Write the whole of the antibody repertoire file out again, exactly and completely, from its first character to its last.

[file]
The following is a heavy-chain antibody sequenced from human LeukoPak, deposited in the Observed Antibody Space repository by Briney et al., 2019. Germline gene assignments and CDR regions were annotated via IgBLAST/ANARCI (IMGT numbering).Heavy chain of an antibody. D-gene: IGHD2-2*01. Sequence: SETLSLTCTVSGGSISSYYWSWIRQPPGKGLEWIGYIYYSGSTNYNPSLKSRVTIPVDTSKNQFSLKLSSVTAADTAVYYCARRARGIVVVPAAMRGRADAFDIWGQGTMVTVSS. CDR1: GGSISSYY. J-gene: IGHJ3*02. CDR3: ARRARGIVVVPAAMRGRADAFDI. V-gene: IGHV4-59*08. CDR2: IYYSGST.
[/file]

The following is a heavy-chain antibody sequenced from human LeukoPak, deposited in the Observed Antibody Space repository by Briney et al., 2019. Germline gene assignments and CDR regions were annotated via IgBLAST/ANARCI (IMGT numbering).Heavy chain of an antibody. D-gene: IGHD2-2*01. Sequence: SETLSLTCTVSGGSISSYYWSWIRQPPGKGLEWIGYIYYSGSTNYNPSLKSRVTIPVDTSKNQFSLKLSSVTAADTAVYYCARRARGIVVVPAAMRGRADAFDIWGQGTMVTVSS. CDR1: GGSISSYY. J-gene: IGHJ3*02. CDR3: ARRARGIVVVPAAMRGRADAFDI. V-gene: IGHV4-59*08. CDR2: IYYSGST.